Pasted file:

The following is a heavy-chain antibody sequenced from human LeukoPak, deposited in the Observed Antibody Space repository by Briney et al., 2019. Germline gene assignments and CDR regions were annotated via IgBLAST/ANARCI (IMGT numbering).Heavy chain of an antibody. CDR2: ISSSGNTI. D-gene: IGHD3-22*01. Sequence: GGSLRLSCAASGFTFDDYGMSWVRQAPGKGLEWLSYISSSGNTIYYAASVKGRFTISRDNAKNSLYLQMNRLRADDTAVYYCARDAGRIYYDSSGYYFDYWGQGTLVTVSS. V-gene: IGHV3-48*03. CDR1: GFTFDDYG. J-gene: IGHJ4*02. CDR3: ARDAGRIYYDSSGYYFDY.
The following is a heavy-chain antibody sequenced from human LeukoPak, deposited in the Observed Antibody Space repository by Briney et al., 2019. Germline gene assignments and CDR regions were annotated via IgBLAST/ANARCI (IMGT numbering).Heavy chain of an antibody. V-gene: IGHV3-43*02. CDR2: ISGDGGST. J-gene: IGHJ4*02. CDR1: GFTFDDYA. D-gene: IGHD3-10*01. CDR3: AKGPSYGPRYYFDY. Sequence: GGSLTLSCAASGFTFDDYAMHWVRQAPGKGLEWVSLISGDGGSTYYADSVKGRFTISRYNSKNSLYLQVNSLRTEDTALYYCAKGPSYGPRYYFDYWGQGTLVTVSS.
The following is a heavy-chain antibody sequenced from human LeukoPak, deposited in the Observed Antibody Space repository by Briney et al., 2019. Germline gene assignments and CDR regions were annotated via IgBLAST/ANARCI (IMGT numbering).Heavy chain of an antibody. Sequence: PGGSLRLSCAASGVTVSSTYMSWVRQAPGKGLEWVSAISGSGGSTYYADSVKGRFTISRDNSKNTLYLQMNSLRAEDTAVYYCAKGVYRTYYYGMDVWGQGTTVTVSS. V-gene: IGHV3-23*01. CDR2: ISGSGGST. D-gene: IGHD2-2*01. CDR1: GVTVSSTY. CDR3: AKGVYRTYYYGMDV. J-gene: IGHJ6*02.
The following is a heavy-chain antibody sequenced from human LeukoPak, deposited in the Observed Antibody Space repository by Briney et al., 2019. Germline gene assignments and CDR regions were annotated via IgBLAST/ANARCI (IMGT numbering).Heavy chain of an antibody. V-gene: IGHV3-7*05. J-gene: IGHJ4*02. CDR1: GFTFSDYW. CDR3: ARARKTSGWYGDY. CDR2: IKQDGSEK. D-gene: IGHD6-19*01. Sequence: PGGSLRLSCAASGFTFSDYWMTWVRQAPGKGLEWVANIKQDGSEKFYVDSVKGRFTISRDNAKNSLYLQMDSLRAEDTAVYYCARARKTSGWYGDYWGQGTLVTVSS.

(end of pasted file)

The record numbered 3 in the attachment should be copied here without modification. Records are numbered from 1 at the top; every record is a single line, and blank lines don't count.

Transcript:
The following is a heavy-chain antibody sequenced from human LeukoPak, deposited in the Observed Antibody Space repository by Briney et al., 2019. Germline gene assignments and CDR regions were annotated via IgBLAST/ANARCI (IMGT numbering).Heavy chain of an antibody. Sequence: PGGSLRLSCAASGVTVSSTYMSWVRQAPGKGLEWVSAISGSGGSTYYADSVKGRFTISRDNSKNTLYLQMNSLRAEDTAVYYCAKGVYRTYYYGMDVWGQGTTVTVSS. V-gene: IGHV3-23*01. CDR2: ISGSGGST. D-gene: IGHD2-2*01. CDR1: GVTVSSTY. CDR3: AKGVYRTYYYGMDV. J-gene: IGHJ6*02.